A report released this week carried out by researchers at Memorial University show that obesity rates had tripled across the country between 1985 and 2011.
More worrisome than that stark number, this province and New Brunswick have dubious distinction of having the worst rates in Canada.
We can also add that researchers are predicting the rates will continue to get worse until about 20 per cent of Canadians will be obese, by 2019.
The study shows that we are eating ourselves to death in this province and are likely going to pass on that sad legacy on to our offspring.
We have managed to tackle and nearly defeat smoking in Newfoundland and Labrador, and it appears it’s time to take the same all-out approach to eating, especially as it relates to exercise. We used to be active people — we had to be to survive for the most part.
Not so long ago, most of us had parents or grandparents who got up early and did honest, physical work all day through.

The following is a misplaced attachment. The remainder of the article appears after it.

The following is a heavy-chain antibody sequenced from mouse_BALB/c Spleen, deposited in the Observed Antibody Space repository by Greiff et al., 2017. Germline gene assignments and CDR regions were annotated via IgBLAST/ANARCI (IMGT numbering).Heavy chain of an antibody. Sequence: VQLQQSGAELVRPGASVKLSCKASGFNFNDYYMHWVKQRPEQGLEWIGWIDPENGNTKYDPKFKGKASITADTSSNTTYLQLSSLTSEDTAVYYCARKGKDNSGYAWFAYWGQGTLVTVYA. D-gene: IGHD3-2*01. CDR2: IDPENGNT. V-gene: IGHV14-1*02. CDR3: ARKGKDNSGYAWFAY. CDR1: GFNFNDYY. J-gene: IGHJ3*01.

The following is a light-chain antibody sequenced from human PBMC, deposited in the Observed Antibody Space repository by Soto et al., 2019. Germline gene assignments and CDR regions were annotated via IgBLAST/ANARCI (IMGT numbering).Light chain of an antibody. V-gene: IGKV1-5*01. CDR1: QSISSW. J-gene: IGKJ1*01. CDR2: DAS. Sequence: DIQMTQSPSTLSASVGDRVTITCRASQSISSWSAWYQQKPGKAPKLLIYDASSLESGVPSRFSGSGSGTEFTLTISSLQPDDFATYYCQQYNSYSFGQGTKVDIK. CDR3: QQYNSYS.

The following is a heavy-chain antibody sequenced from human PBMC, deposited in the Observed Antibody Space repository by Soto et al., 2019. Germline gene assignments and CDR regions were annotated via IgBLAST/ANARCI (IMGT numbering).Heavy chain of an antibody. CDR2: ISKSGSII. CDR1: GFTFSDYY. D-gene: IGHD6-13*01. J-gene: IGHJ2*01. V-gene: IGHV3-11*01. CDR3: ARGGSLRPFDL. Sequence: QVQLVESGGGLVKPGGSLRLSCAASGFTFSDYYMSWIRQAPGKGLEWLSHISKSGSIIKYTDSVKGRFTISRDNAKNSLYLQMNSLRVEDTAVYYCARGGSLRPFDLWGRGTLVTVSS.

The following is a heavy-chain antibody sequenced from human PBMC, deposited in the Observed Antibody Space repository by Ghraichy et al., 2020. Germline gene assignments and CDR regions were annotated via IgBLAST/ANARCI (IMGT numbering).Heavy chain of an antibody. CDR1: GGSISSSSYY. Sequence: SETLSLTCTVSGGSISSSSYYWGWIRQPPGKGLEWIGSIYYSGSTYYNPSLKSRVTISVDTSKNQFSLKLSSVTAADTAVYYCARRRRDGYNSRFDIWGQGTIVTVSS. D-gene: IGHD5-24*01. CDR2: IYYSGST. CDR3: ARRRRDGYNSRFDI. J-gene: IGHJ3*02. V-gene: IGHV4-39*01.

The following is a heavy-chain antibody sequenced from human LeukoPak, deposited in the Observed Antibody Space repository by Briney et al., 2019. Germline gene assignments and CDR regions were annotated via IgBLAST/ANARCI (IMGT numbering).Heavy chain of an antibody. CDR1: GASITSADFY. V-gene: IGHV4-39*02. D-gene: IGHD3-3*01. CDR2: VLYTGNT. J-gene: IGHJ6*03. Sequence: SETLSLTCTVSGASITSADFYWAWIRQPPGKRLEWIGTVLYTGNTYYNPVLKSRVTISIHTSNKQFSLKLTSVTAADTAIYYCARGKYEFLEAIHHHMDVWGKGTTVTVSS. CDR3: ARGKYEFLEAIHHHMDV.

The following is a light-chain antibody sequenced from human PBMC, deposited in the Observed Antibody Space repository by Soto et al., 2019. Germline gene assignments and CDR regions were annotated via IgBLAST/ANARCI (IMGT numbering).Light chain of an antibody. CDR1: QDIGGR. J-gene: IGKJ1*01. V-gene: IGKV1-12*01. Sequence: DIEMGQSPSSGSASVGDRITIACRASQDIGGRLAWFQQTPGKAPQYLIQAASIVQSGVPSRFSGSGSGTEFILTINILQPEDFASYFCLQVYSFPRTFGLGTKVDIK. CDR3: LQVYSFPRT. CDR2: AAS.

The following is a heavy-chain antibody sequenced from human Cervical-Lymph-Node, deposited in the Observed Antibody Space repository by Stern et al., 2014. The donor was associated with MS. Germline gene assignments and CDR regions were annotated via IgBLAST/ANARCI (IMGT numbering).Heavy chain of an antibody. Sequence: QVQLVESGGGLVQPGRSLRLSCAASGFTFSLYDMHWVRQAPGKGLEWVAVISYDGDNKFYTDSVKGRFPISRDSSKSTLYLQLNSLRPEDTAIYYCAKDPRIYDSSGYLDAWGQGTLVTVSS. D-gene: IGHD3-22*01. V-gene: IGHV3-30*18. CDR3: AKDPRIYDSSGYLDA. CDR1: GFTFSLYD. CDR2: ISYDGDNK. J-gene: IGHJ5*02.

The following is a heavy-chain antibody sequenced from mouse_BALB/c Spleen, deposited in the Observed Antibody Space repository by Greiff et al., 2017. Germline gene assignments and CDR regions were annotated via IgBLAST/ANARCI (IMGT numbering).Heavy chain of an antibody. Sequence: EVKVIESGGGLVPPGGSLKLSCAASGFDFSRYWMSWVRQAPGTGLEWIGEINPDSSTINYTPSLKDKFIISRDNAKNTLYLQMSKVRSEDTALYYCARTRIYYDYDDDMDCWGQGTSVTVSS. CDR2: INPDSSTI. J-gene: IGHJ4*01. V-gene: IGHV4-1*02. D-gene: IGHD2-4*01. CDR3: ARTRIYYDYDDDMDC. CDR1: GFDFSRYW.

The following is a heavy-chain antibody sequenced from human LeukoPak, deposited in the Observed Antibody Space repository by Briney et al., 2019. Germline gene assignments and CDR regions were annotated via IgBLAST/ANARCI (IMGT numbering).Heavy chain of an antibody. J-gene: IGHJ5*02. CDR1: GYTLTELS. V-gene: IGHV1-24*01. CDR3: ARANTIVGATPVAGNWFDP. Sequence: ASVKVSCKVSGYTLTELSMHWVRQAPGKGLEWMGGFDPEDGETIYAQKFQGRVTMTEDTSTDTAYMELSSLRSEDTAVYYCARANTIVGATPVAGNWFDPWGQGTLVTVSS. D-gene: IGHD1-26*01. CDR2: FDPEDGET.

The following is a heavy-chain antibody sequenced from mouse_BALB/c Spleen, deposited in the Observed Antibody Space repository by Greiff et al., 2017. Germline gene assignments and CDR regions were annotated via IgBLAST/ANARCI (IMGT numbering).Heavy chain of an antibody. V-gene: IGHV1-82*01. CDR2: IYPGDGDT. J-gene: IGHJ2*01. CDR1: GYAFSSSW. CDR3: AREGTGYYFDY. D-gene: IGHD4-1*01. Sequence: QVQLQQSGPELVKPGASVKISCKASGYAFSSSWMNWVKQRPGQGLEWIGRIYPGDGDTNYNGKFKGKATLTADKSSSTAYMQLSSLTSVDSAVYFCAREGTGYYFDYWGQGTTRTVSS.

They either headed to sea to fish or walked into the woods to either cut logs to sell or wood to burn. Many did both to keep their families from starving.
They had gardens they tended to and spent hours spreading fish on flakes, turning them over or taking them in when it rained.
They didn’t spend much time sitting around on the couch because they put in a hard day’s work and because they couldn’t afford the kerosene for the lamp or two that lit the house.
No wonder this generation is getting fatter and fatter.
Many of us sit in an office behind a computer to make a living. We then go home and eat more food than we need. It’s partly because it’s available and we can well afford to buy it.
From there we sit and watch TV or peer into a computer screen for hours on end before hitting the sack.
On weekends, we head into the wilderness by car, or if we are really roughing it, we squat on a snowmobile in winter or ATV in summer.
For relaxation, a lot of us drive to the cabin where we barbecue too much food and guzzle too much beer and watch satellite TV while appreciating the “great outdoors.”
It’s time we as a society decided what really constitutes “the good life.”